Another problem with PolyMix-3 is that the offered byte hit ratios are always larger than the offered document hit ratio. This is just the opposite of what we observe in real proxy traces. Production caches typically report byte hit ratio numbers that are at least 10% lower than document hit ratio numbers. For PolyMix-4, we've added a discriminator that causes BHR to be less than DHR. This change may has important performance implications on the workload and caches because it affects the size distribution of hits.
Finally, we've added aborted transactions to further increase the realism of PolyMix. Tested products must be able to deal with unexpected termination of both requests and responses. These aborted transactions do not contribute to the error counts.
The following figure shows the various phases and offered load levels for a PolyMix-4 test. Not counting the fill phase, the test takes about 12 hours. Filling the cache usually takes an additional 3-12 hours, depending on the product.
One of the rules of PolyMix-4 is that the request rate during the fill phase must not be greater than the peak rate (as used in top1 and top2). Otherwise, participants are free to choose virtually any fill rate the like. Usually, the selected fill rate is at least 50% of the peak request rate. We do not present the fill rate parameters in this report, but they can be derived from the logs.
Most measurements discussed in this report are taken from the top2 phase when the proxy is more likely to be in a steady state.
Object reply size distributions are different for different content types (see the table below). Reply sizes, as observed from the client side, range from 300 bytes to 5 MB with an overall mean of about 6.8 KB and a median of 4 KB. The server size distribution has 9KB mean and a median of about 5KB. The client- versus server-side difference is due to the fact that smaller objects are more popular. The reply size depends only on the oid. Thus, the same object always has the same reply size, regardless of the number of requests for that object.
Consult individual product reports for the actual size distributions measured at the cache-off. Also, prior to the Cache-off we ran some tests and logged the individual reply sizes. You can see the corresponding histogram.
Polygraph servers mark some of their responses as uncachable. The particular probability varies with content types (see the table below). Overall, the workload results in about 80% of all responses being cachable. The real world cachability varies from location to location. We have chosen 80% as a typical value that is close to many common environments.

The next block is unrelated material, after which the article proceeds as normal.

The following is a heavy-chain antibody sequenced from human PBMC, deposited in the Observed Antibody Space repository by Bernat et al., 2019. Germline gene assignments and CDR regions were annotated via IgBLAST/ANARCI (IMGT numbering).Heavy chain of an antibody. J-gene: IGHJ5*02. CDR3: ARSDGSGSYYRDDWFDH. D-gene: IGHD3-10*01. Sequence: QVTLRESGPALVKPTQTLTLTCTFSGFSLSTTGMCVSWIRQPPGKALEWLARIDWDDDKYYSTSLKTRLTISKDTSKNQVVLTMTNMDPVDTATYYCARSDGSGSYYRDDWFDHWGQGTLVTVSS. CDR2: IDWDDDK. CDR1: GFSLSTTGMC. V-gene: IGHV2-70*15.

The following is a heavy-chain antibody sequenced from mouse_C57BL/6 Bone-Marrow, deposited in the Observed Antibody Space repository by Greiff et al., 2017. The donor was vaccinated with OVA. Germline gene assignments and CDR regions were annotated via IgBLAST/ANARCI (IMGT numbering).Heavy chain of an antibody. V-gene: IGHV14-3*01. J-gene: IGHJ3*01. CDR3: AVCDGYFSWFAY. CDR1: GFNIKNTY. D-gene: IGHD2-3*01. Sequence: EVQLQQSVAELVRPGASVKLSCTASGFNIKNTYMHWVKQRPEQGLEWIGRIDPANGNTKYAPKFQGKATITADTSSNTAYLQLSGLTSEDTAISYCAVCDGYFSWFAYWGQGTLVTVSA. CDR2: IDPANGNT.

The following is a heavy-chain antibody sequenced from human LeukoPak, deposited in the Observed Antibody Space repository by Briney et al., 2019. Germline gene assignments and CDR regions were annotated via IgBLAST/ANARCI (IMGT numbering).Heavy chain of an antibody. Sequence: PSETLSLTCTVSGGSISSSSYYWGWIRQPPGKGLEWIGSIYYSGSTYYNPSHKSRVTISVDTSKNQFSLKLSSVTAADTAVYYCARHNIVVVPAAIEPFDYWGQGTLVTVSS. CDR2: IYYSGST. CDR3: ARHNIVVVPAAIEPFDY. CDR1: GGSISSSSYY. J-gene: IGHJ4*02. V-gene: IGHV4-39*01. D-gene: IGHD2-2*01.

A cachable response includes the following HTTP header field:
An uncachable response includes the following HTTP header fields:
Cache-Control: private,no-cache Pragma: no-cache
Object cachability depends only on the oid. The same oid is always cachable, or always uncachable.
Web Polygraph is capable of simulating realistic (complex) object expiration and modification conditions using Expires: and Last-Modified: HTTP headers. Each object is assigned a ``birthday'' time. An object goes through modification cycles of a given length. Modification and expiration times are randomly selected within each cycle. The corresponding parameters for the model are drawn from the user-specified distributions.
The Life-cycle model configuration in PolyMix-4 does not utilize all the available features. We restrict the settings to reduce the possibility that a cache serves a stale response. While stale objects are common in real traffic, caching vendors strongly believe that allowing them into the benchmark sends the wrong message to buyers.
Consecutively, all Polygraph responses in PolyMix-4 carry modification and expiration information, and that information is correct. The real-world settings would be significantly different, but it is difficult to accurately estimate the influence of these settings on cache performance.
PolyMix-4 defines a mixture of content types. Each content type has the following properties:
PolyMix-4 uses the same latency and packet loss parameters that we used for PolyMix-3. The Polygraph client and server machines are configured to use FreeBSD's DummyNet feature.
We configure Polygraph servers with 40 millisecond delays (per packet, incoming and outgoing), and with a 0.05% probability of dropping a packet. Server think times are normally distributed with a 2.5 second mean and a 1 second standard deviation. Note that the server think time does not depend on the oid. Instead, it is randomly chosen for every request.
We do not use packet delays or packet loss on Polygraph clients.